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October 23, 2012

Night Fishing the Gulf of Mexico

Extend your range and your fishing beyond the limits of a day trip with careful planning.

Think Long-Term

An extended trip requires some careful planning; you’ll need more than you are accustomed to packing for a day trip just to cover the extra time you’ll be at sea. You’ll also need to build in some spare supplies to carry you over in the event of delays or trouble that could postpone your return. Here are some things to gather as you prepare.

1. Extra ice for the extended stay.

2. Enough food for the time out and some extra rations that don’t require refrigeration, for emergency use. Pre-prepared sandwiches, cold pizza, fried chicken and things that can go bad should be used up first.

3. Extra water. The amount needed per person varies, but in warm weather, a gallon per person, per day is a good rough guideline. You’ll need more if temperatures are high, and this does not take into account washing, only drinking water.

4. Extra bait, should it be needed.

5. Extra fuel or full reserve tanks just in case. Figure out your fuel requirements for the trip planned. Use the standard guideline of allocating a third of your fuel for going, a third of it for the return trip and a third as reserve.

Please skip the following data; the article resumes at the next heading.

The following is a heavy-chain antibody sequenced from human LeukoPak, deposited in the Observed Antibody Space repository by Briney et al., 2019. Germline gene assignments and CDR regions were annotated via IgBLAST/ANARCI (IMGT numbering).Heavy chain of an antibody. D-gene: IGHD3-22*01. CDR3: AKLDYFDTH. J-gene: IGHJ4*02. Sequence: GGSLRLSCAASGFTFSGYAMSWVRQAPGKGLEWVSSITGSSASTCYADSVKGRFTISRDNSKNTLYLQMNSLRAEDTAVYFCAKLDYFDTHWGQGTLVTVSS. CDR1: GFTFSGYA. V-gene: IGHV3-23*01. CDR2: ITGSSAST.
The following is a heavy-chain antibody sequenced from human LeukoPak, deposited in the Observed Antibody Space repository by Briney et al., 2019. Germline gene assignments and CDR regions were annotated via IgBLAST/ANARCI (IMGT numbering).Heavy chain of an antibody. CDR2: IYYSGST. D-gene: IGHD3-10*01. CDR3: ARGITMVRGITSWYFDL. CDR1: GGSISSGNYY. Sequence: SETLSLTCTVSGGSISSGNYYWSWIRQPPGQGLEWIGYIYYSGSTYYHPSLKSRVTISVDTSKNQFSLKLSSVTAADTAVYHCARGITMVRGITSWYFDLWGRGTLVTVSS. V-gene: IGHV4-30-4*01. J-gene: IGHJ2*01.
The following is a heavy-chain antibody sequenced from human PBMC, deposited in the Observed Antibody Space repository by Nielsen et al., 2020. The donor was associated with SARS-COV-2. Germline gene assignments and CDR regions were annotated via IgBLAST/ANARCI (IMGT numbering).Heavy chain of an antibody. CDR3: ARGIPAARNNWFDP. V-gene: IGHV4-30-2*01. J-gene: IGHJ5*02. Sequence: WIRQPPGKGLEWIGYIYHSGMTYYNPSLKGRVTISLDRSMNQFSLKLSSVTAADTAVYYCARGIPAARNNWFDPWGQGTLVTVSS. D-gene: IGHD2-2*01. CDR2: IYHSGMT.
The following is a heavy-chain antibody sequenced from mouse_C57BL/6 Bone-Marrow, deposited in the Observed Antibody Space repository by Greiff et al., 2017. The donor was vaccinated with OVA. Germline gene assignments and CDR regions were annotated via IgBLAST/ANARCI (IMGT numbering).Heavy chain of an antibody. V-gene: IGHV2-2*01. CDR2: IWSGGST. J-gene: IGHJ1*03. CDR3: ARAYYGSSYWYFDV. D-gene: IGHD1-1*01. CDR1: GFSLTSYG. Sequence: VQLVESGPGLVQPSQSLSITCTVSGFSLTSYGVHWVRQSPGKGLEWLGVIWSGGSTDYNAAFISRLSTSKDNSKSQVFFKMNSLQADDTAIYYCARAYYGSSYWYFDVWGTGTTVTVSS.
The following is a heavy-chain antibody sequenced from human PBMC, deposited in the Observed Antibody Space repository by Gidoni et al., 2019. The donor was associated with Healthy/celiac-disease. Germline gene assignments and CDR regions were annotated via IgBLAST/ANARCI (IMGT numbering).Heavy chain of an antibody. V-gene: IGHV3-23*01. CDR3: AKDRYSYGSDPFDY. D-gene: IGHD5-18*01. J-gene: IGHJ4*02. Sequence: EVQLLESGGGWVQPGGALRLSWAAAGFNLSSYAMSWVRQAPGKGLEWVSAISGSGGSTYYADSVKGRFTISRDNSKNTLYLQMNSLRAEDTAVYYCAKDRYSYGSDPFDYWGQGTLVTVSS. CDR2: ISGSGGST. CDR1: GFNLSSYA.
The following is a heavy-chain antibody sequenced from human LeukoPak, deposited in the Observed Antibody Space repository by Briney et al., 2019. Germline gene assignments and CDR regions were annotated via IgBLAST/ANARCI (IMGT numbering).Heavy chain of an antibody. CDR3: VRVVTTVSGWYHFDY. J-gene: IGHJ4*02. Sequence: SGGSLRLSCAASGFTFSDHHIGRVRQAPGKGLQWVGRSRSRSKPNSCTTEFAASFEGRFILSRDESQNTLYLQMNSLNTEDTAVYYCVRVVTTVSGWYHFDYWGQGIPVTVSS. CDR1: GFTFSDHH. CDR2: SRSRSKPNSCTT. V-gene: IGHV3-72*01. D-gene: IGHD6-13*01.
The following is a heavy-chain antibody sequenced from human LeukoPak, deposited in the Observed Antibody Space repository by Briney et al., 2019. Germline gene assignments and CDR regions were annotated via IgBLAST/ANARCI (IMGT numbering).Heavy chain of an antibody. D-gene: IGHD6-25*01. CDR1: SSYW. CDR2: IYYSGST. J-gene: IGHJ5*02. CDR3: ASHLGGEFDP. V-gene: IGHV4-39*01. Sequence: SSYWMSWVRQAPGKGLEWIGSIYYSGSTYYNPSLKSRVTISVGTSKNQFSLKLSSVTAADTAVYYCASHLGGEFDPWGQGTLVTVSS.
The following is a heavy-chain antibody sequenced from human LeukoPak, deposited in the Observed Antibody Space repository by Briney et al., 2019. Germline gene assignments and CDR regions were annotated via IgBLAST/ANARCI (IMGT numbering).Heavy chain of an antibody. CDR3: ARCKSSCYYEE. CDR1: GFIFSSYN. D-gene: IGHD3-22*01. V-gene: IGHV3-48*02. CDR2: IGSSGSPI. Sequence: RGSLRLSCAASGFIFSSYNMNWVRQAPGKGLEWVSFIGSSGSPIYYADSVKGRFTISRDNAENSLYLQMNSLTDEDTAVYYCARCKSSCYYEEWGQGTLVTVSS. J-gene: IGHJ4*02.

Safety Checklist

1. File a float plan with family or friends, and let someone know when to launch a search if you haven’t checked in.

2. Ensure that engines are in top working order.

3. Ensure that all electronics are in good working order.

4. Pack foul-weather gear and a set of dry clothes — these can make or break a trip. 

5. Take extra illumination and spare batteries.

6. Bring a satellite phone.

7. Keep a spare handheld GPS in case of a major malfunction.

8. Pack charts in case of an electronics failure.

9. Maintain a well-stocked first-aid kit.

10. Bring any required medications (blood pressure meds, insulin, etc.) for those who may need them.

Overnighting in the Gulf of Mexico

Because you’ll encounter a variety of species and ways to fish for them, try to choose outfits that are versatile. This keeps the boat from becoming cluttered. Here are some very general recommendations. 

Rods: 30-pound bottomfishing rods suitable for pulling large amberjack and grouper from heavy structure; 50-pound trolling rods for wahoo and kingfish; medium-heavy casting rods for casting lures and jigs to tuna and live baits to cobia; 12- to 16-pound rods for catching bait. 

Reels: Best quality with reliable drags, sized for rods and appropriate line. 

Lines: Braid for bottomfishing and heavy casting; mono and wire leaders for trolling.

Lures: Flutter jigs; assortment of 2-ounce bucktail jigs; 1/4- to 1/2-ounce jigging spoons and sabiki rigs for catching bait.

Other: An assortment of prerigged bottom-drop leaders for grouper and amberjack, and wire leaders for kingfish and wahoo.